On this page
- Text (2)
firmly believing m the record Of his divine mission aftd amiable character , as given in the New ifeatrfiiienL : She was interred in the burying-grotind belonging to fche Southover Baptist Con * which ion
gregatkm ; on occas an appro * priate , solemn , and at the same time animating , Discourse was preached by fche Bev . Wai . Johnston , of Lewes , to a crowded , respectable and attentive con * gregatkm , on the Christian ' s triumph over death and the grave , from 1 Corinthians
xv . 55—57- Twe service was introduced by the Rev . Mr . Taplin , from the General Baptist Academy , and concluded by a serious , impressive Address , delivered at the grave by the Rev . Wm . Johnston .
tending Its ample wing over all the , grada ^ tions of civilized society . He toted oppression , he abhorred every £ pedes of tyranny . And , whilst he lamented the evils attached to the condition of man in
the body politic , he welcomed ^ every 3 y $ * p * torn of reformation , and hailed every amendment that increased the comforts of his fellow-creatures . In this respect , indeed , he was the friend of human feted , the true lover of his country .
" Though he was not a member of any church , yet his mind was strongly imr pressed with the truth-and excellence of the Christian Religion . He venerated the precepts , and rejoiced in the promises of the New Testament , He often wondered how any human being could speak ligfetly of annihilation : he deemed it abhorrent
from all the best feelings of our nature . A future sCate , m hid opinion , was an invaluable discovery of the gospel of Je $ us Christ . It solved the difficulties of Providence , lightened the calamities . . . of life , and was commensurate to the wants , as well as expectations , of intelligent and moral agents . He exulted in the
anticipation of a bles&ed immortality ! A firm believer in relation , he deplored the prevalence of infidelity , persuaded it arose from corrupt human systems , and not from the study of the Sacred Writ ^ ings : and he was a regular attendant on public worship , in this place , for upwards of twenty years . He was aware of the
force of public example . His views- of religious truth were liberal ; advocating the right of private judgment , and condemning every approach towards bigotry . With some peculiar notions , he was attached to the great leading truths , and practised the quiet , unostentatious virtues of - Scriptural Christianity .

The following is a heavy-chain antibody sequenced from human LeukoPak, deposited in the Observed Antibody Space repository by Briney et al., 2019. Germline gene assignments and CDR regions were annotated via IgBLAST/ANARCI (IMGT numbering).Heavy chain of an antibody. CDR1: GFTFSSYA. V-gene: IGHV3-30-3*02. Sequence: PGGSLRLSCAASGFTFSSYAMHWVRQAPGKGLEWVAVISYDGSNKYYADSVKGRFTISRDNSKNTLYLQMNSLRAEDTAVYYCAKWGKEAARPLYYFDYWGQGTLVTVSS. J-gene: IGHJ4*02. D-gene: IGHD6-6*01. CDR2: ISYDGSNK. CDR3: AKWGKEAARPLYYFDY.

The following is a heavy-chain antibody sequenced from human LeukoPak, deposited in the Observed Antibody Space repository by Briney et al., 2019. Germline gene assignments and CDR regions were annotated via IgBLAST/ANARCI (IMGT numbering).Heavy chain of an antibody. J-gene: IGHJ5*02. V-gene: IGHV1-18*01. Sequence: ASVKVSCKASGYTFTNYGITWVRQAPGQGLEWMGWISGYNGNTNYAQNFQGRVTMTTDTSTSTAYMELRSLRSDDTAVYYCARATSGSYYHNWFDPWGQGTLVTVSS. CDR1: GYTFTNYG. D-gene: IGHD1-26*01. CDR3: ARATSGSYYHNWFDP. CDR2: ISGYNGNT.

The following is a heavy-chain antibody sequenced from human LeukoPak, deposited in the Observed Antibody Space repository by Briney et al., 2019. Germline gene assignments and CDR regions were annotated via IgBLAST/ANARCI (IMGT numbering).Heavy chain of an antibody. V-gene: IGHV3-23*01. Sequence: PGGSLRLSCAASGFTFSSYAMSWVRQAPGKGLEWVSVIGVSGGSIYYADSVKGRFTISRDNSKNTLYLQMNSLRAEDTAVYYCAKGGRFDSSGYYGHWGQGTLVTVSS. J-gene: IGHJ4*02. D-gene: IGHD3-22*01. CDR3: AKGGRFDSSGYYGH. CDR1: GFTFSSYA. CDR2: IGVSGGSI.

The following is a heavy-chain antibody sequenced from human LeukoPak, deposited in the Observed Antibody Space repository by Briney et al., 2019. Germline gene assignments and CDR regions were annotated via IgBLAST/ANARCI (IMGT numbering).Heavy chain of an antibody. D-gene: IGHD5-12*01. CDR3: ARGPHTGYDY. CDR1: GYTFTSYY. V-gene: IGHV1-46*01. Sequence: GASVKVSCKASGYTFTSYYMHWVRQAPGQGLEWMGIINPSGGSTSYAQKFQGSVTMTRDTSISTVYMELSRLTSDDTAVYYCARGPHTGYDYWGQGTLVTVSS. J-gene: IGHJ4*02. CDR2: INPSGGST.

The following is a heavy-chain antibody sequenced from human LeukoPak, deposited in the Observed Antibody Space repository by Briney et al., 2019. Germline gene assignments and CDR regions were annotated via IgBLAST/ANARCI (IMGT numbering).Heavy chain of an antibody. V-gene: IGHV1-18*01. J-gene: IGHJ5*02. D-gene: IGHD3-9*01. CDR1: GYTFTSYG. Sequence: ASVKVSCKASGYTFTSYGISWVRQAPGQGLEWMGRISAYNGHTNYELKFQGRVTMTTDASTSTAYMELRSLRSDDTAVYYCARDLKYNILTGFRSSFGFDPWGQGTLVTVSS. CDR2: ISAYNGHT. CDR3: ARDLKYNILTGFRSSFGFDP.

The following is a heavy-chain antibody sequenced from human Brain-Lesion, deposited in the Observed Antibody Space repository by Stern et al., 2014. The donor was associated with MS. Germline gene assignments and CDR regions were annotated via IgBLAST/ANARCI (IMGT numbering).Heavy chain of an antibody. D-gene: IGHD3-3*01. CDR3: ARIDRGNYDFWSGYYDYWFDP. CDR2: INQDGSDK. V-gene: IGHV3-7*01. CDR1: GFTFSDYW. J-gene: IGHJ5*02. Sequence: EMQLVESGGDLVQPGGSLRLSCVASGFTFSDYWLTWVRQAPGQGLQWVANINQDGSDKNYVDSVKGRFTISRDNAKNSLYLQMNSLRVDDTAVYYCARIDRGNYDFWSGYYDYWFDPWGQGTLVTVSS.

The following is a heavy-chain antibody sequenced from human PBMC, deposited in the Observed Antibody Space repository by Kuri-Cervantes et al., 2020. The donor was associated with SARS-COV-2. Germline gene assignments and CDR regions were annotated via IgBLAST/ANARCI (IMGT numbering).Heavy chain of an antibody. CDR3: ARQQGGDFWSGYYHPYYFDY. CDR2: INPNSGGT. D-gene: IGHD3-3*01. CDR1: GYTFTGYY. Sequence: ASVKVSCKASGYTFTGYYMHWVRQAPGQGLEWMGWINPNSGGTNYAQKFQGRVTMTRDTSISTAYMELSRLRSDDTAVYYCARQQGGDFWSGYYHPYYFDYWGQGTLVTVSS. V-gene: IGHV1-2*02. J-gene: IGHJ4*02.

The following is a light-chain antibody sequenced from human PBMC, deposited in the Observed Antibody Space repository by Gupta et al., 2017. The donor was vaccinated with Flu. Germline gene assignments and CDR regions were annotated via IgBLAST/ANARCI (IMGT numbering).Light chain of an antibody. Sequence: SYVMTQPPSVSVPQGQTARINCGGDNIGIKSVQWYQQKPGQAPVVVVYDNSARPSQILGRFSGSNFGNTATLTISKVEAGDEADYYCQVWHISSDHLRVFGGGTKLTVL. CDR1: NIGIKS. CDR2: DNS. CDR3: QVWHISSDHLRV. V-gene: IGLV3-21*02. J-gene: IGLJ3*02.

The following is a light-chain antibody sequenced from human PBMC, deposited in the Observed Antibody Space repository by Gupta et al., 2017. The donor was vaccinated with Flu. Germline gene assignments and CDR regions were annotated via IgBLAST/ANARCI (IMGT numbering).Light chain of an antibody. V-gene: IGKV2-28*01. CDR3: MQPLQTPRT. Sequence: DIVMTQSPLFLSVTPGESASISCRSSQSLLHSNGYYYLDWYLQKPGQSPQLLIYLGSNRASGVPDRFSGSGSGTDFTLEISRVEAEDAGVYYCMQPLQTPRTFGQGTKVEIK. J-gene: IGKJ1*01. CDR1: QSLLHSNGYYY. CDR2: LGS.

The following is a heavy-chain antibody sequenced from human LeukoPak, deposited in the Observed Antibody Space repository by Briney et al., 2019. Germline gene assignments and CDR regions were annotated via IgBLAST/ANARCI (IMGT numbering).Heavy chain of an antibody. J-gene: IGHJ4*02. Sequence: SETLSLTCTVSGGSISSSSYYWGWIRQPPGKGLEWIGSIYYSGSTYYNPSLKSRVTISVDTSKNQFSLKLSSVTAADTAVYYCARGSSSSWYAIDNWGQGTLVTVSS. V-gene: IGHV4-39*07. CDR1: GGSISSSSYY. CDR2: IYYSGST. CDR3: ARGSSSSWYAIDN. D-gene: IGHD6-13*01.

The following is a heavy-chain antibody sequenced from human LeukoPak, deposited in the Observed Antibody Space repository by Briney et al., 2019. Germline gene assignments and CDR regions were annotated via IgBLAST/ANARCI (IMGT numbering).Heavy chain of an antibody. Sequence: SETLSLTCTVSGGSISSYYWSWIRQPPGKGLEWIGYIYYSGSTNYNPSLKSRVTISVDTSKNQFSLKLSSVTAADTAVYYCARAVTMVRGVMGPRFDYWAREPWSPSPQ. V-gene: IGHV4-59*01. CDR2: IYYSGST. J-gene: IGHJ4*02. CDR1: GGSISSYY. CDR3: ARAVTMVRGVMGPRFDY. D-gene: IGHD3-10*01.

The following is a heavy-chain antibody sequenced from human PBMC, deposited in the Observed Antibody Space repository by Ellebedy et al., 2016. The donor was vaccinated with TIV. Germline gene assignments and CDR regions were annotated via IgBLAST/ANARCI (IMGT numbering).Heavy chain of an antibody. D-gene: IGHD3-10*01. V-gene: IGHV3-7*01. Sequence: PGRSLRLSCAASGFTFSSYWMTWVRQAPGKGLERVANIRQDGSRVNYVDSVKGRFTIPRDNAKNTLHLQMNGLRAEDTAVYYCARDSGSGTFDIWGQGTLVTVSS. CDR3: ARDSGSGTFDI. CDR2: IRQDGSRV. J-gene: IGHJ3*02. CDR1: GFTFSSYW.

& £ ^ k M ^ a ^ a . tf ^ mw . ^ M * -k 4 * 1 % /¦ « " ^ * - <""* 4- ^ ¦^ ^ r' % ^ V > " » *^ W ^ rf-fc . ftr ^ 1 V » . ' ^ - * . ^? ** A Friend , at Maidstone , capable of estimating his intellectual and moral worth , thus writes to his afflicted widow , to the truth of which I can bear testimony : ' For myself , in particular , I shall never forget the many acts of kindness which I have experienced front Mr . Wiche , nor the many pleasant hours I
have spent in conversation with mm . Your and your children ' s loss is , however , by far the greatest ; and 1 most sincerely wish it was in my power to administer consolation . But with the usual * I may say with the only solid grounds of consolation , you are aft well acquainted as myself . We are not , like many others ,
unfortunately at the present period * wfeo * rejecting revelation * have no other grounds of comfort than the necessity we am all uuder of paying th& debt iff nature * We believe that when me lose our friends , tta separation will not be long ; and that when , we meet again , it mil be to aepatate uo moreV To this testimony I have ogfcy
Obituarys-Mr , Thomas Wiche . 491
July 11 , Mr . Thomas Wiche , of Ckiswell Street 9 after a very sudden indisposition . He was , the subsequent Sabbath , buried at Worship Street , by Mr . Eaton , who delivered an appropriate Address at his interment . His funeral sermon was preached by Dr . Evans , from Luke xii . 40 . The account of the deceased was
given by the preacher la the following wwd& " M : y worthy brother-in-law , the late Mr . Thomas Wiche , died oh Wednesday , July 11 , 1821 , iti die 64 th of his age . Violent spasmodic affections of the chest were the means ordained by Providence for the termination of his- mortal course .
He was well the preceding day at dinner , and the next morning a breathless corpse . So precarious Ls the tenure on which we hold not only every earthly possession , but even life itself . He was the eldest son of the Rev . John WSehe , the beloved friend of Lardner , and the
mudl-respected pastor of the General Baptist Church at Maidstone , for < near half a century He passed the early part of life with an excellent maternal uncle , Mr . Thomas Pine , but leaving him , he afterwards settled in town . Here , he for several years assisted the late Mr . Field , bookseller
to the Society for propagating Religious Knowled ge * Him he succeeded , and discharged the duties of hi « station with singular fidelity . His understanding was good , his disposition benevolent * and in all his dealings , a man of singular honesty . Nothing colild tempt him to de what appeared to him wrong . No individual could lead him astray from the
path of rectitude . He had his peculiar views and habits , but in every department of conduct , he exhibited aa irreproachable integrity . From his venerable parent he derived enlarged notions of * j w and Religious Liberty . These he cherished throughout life . Nothing gave Sim . tmtei ' P * Mta «» e tW « n to witness the « iin * siori « tf human happiness * promoted y tne operation ctf good government ex-
Monthly Repository (1806-1838) and Unitarian Chronicle (1832-1833), Aug. 2, 1821, page 491, in the Nineteenth-Century Serials Edition (2008; 2018) ncse.ac.uk/periodicals/mruc/issues/vm2-ncseproduct2503/page/51/